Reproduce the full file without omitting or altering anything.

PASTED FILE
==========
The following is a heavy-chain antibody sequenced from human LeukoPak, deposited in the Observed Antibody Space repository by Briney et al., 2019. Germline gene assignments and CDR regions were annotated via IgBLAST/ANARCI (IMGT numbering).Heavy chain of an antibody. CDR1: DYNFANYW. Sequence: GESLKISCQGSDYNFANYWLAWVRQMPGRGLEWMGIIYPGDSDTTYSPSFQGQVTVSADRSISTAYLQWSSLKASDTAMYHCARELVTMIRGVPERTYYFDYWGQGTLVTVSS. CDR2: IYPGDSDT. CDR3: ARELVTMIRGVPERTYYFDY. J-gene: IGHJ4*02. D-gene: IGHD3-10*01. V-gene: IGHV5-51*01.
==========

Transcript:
The following is a heavy-chain antibody sequenced from human LeukoPak, deposited in the Observed Antibody Space repository by Briney et al., 2019. Germline gene assignments and CDR regions were annotated via IgBLAST/ANARCI (IMGT numbering).Heavy chain of an antibody. CDR1: DYNFANYW. Sequence: GESLKISCQGSDYNFANYWLAWVRQMPGRGLEWMGIIYPGDSDTTYSPSFQGQVTVSADRSISTAYLQWSSLKASDTAMYHCARELVTMIRGVPERTYYFDYWGQGTLVTVSS. CDR2: IYPGDSDT. CDR3: ARELVTMIRGVPERTYYFDY. J-gene: IGHJ4*02. D-gene: IGHD3-10*01. V-gene: IGHV5-51*01.